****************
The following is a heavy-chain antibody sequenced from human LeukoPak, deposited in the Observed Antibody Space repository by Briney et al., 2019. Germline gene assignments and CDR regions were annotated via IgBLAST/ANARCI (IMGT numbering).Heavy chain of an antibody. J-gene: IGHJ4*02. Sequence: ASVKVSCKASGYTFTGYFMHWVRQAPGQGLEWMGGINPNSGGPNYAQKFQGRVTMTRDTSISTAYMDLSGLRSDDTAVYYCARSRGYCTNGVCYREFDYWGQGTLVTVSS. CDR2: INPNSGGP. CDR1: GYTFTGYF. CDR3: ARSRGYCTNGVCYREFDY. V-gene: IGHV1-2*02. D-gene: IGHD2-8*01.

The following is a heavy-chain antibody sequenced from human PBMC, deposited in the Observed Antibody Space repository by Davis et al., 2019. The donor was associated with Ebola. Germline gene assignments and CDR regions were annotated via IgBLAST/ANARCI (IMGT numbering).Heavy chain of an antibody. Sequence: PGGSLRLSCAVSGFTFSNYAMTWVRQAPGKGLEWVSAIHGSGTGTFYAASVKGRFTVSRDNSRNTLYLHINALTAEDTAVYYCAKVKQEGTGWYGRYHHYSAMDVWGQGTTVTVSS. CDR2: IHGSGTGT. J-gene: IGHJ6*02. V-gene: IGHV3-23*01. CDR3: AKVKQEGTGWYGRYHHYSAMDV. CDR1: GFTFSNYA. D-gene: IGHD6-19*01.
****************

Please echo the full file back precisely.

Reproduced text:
The following is a heavy-chain antibody sequenced from human LeukoPak, deposited in the Observed Antibody Space repository by Briney et al., 2019. Germline gene assignments and CDR regions were annotated via IgBLAST/ANARCI (IMGT numbering).Heavy chain of an antibody. J-gene: IGHJ4*02. Sequence: ASVKVSCKASGYTFTGYFMHWVRQAPGQGLEWMGGINPNSGGPNYAQKFQGRVTMTRDTSISTAYMDLSGLRSDDTAVYYCARSRGYCTNGVCYREFDYWGQGTLVTVSS. CDR2: INPNSGGP. CDR1: GYTFTGYF. CDR3: ARSRGYCTNGVCYREFDY. V-gene: IGHV1-2*02. D-gene: IGHD2-8*01.

The following is a heavy-chain antibody sequenced from human PBMC, deposited in the Observed Antibody Space repository by Davis et al., 2019. The donor was associated with Ebola. Germline gene assignments and CDR regions were annotated via IgBLAST/ANARCI (IMGT numbering).Heavy chain of an antibody. Sequence: PGGSLRLSCAVSGFTFSNYAMTWVRQAPGKGLEWVSAIHGSGTGTFYAASVKGRFTVSRDNSRNTLYLHINALTAEDTAVYYCAKVKQEGTGWYGRYHHYSAMDVWGQGTTVTVSS. CDR2: IHGSGTGT. J-gene: IGHJ6*02. V-gene: IGHV3-23*01. CDR3: AKVKQEGTGWYGRYHHYSAMDV. CDR1: GFTFSNYA. D-gene: IGHD6-19*01.